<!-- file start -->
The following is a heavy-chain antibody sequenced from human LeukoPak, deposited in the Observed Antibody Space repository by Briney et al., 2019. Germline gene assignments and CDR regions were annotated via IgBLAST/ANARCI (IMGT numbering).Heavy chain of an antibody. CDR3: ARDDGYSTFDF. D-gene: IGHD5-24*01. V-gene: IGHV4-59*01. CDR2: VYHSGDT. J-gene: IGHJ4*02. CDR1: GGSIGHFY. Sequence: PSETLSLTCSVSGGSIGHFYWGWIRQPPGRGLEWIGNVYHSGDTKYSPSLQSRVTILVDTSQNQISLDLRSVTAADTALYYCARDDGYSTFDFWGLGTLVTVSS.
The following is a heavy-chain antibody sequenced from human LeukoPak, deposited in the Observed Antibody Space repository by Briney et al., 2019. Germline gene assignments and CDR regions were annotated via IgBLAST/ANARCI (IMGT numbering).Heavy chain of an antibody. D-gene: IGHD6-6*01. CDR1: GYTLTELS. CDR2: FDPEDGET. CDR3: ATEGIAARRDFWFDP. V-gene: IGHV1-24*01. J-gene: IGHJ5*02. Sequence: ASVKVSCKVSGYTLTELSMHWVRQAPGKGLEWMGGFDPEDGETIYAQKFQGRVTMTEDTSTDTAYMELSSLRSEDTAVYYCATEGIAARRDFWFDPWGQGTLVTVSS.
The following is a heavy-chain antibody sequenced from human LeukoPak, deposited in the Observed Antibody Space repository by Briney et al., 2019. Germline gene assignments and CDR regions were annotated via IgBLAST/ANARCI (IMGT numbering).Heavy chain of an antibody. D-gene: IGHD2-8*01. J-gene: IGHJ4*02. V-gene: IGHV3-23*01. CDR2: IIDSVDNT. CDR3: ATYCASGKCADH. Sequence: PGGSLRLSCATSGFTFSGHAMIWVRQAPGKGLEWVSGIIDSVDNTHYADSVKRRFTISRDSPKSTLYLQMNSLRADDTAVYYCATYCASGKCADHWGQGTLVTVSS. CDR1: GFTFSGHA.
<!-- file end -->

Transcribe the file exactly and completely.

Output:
The following is a heavy-chain antibody sequenced from human LeukoPak, deposited in the Observed Antibody Space repository by Briney et al., 2019. Germline gene assignments and CDR regions were annotated via IgBLAST/ANARCI (IMGT numbering).Heavy chain of an antibody. CDR3: ARDDGYSTFDF. D-gene: IGHD5-24*01. V-gene: IGHV4-59*01. CDR2: VYHSGDT. J-gene: IGHJ4*02. CDR1: GGSIGHFY. Sequence: PSETLSLTCSVSGGSIGHFYWGWIRQPPGRGLEWIGNVYHSGDTKYSPSLQSRVTILVDTSQNQISLDLRSVTAADTALYYCARDDGYSTFDFWGLGTLVTVSS.
The following is a heavy-chain antibody sequenced from human LeukoPak, deposited in the Observed Antibody Space repository by Briney et al., 2019. Germline gene assignments and CDR regions were annotated via IgBLAST/ANARCI (IMGT numbering).Heavy chain of an antibody. D-gene: IGHD6-6*01. CDR1: GYTLTELS. CDR2: FDPEDGET. CDR3: ATEGIAARRDFWFDP. V-gene: IGHV1-24*01. J-gene: IGHJ5*02. Sequence: ASVKVSCKVSGYTLTELSMHWVRQAPGKGLEWMGGFDPEDGETIYAQKFQGRVTMTEDTSTDTAYMELSSLRSEDTAVYYCATEGIAARRDFWFDPWGQGTLVTVSS.
The following is a heavy-chain antibody sequenced from human LeukoPak, deposited in the Observed Antibody Space repository by Briney et al., 2019. Germline gene assignments and CDR regions were annotated via IgBLAST/ANARCI (IMGT numbering).Heavy chain of an antibody. D-gene: IGHD2-8*01. J-gene: IGHJ4*02. V-gene: IGHV3-23*01. CDR2: IIDSVDNT. CDR3: ATYCASGKCADH. Sequence: PGGSLRLSCATSGFTFSGHAMIWVRQAPGKGLEWVSGIIDSVDNTHYADSVKRRFTISRDSPKSTLYLQMNSLRADDTAVYYCATYCASGKCADHWGQGTLVTVSS. CDR1: GFTFSGHA.